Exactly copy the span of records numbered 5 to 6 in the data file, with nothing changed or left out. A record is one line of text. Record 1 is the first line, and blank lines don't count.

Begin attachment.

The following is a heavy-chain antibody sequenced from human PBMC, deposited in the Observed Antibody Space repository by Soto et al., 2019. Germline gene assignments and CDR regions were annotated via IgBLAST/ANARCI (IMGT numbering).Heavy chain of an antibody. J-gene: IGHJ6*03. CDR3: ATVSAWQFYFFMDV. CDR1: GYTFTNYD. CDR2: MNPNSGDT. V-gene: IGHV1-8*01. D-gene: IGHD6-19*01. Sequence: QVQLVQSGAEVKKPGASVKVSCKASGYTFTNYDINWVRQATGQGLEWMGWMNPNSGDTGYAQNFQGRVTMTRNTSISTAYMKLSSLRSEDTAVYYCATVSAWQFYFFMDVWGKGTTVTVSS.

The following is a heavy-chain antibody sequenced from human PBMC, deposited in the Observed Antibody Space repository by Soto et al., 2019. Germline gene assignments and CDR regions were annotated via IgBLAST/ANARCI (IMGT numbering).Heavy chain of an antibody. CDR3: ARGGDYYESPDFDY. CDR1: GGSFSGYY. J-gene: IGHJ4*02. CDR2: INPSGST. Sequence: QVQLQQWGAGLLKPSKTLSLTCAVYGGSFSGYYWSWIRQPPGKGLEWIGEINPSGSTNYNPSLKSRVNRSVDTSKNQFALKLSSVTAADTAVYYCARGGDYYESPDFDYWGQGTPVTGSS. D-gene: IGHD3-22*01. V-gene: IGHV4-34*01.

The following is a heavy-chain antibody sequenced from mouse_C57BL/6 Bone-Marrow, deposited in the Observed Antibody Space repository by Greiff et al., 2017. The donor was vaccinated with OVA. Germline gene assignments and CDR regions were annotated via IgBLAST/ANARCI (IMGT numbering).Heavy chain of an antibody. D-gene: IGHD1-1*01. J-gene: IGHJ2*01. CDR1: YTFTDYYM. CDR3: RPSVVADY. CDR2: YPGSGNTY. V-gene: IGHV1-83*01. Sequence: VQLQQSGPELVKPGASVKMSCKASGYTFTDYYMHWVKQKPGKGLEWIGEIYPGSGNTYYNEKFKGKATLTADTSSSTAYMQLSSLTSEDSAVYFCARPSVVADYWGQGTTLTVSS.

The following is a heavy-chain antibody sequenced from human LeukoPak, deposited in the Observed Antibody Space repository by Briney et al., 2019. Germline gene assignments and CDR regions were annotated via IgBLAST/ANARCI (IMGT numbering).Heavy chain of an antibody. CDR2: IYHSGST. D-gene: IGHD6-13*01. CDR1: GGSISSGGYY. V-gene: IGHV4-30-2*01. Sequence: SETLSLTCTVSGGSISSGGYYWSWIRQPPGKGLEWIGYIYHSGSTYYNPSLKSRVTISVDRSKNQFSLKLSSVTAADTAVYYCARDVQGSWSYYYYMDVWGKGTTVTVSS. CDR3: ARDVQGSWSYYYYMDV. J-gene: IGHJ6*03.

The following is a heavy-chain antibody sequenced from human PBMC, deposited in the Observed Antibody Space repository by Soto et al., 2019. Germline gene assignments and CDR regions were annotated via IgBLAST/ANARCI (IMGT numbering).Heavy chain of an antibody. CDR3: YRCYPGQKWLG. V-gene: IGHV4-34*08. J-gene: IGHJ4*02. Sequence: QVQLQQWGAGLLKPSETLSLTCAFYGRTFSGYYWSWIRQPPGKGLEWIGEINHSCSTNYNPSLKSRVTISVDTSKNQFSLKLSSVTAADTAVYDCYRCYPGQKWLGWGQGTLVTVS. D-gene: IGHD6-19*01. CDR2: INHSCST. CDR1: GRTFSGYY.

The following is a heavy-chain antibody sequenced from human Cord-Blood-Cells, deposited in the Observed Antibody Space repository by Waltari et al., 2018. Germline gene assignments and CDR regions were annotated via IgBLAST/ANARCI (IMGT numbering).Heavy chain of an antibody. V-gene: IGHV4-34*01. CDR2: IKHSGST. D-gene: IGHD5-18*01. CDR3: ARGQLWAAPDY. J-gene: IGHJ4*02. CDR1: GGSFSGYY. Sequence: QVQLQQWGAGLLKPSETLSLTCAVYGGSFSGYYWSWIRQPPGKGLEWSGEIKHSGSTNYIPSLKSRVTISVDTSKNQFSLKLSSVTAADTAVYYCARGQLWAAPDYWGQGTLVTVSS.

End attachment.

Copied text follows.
The following is a heavy-chain antibody sequenced from human PBMC, deposited in the Observed Antibody Space repository by Soto et al., 2019. Germline gene assignments and CDR regions were annotated via IgBLAST/ANARCI (IMGT numbering).Heavy chain of an antibody. CDR3: YRCYPGQKWLG. V-gene: IGHV4-34*08. J-gene: IGHJ4*02. Sequence: QVQLQQWGAGLLKPSETLSLTCAFYGRTFSGYYWSWIRQPPGKGLEWIGEINHSCSTNYNPSLKSRVTISVDTSKNQFSLKLSSVTAADTAVYDCYRCYPGQKWLGWGQGTLVTVS. D-gene: IGHD6-19*01. CDR2: INHSCST. CDR1: GRTFSGYY.

The following is a heavy-chain antibody sequenced from human Cord-Blood-Cells, deposited in the Observed Antibody Space repository by Waltari et al., 2018. Germline gene assignments and CDR regions were annotated via IgBLAST/ANARCI (IMGT numbering).Heavy chain of an antibody. V-gene: IGHV4-34*01. CDR2: IKHSGST. D-gene: IGHD5-18*01. CDR3: ARGQLWAAPDY. J-gene: IGHJ4*02. CDR1: GGSFSGYY. Sequence: QVQLQQWGAGLLKPSETLSLTCAVYGGSFSGYYWSWIRQPPGKGLEWSGEIKHSGSTNYIPSLKSRVTISVDTSKNQFSLKLSSVTAADTAVYYCARGQLWAAPDYWGQGTLVTVSS.